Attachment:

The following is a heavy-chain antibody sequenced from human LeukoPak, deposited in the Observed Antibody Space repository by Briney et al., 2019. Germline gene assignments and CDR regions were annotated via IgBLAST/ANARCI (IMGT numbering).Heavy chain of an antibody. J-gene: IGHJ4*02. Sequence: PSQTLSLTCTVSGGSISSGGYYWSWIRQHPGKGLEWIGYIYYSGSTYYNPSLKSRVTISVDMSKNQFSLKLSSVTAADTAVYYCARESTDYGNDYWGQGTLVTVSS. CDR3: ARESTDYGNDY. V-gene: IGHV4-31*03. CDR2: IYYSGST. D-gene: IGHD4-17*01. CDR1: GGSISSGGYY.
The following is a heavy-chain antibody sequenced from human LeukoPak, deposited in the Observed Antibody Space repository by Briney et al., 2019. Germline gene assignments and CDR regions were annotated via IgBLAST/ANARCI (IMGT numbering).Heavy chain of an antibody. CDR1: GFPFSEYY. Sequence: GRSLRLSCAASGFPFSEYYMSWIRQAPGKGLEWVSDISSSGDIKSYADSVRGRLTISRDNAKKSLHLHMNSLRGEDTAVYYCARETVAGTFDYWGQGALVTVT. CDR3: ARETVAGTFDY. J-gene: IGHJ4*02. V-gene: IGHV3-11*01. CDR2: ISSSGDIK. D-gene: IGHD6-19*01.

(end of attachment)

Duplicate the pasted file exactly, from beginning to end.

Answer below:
The following is a heavy-chain antibody sequenced from human LeukoPak, deposited in the Observed Antibody Space repository by Briney et al., 2019. Germline gene assignments and CDR regions were annotated via IgBLAST/ANARCI (IMGT numbering).Heavy chain of an antibody. J-gene: IGHJ4*02. Sequence: PSQTLSLTCTVSGGSISSGGYYWSWIRQHPGKGLEWIGYIYYSGSTYYNPSLKSRVTISVDMSKNQFSLKLSSVTAADTAVYYCARESTDYGNDYWGQGTLVTVSS. CDR3: ARESTDYGNDY. V-gene: IGHV4-31*03. CDR2: IYYSGST. D-gene: IGHD4-17*01. CDR1: GGSISSGGYY.
The following is a heavy-chain antibody sequenced from human LeukoPak, deposited in the Observed Antibody Space repository by Briney et al., 2019. Germline gene assignments and CDR regions were annotated via IgBLAST/ANARCI (IMGT numbering).Heavy chain of an antibody. CDR1: GFPFSEYY. Sequence: GRSLRLSCAASGFPFSEYYMSWIRQAPGKGLEWVSDISSSGDIKSYADSVRGRLTISRDNAKKSLHLHMNSLRGEDTAVYYCARETVAGTFDYWGQGALVTVT. CDR3: ARETVAGTFDY. J-gene: IGHJ4*02. V-gene: IGHV3-11*01. CDR2: ISSSGDIK. D-gene: IGHD6-19*01.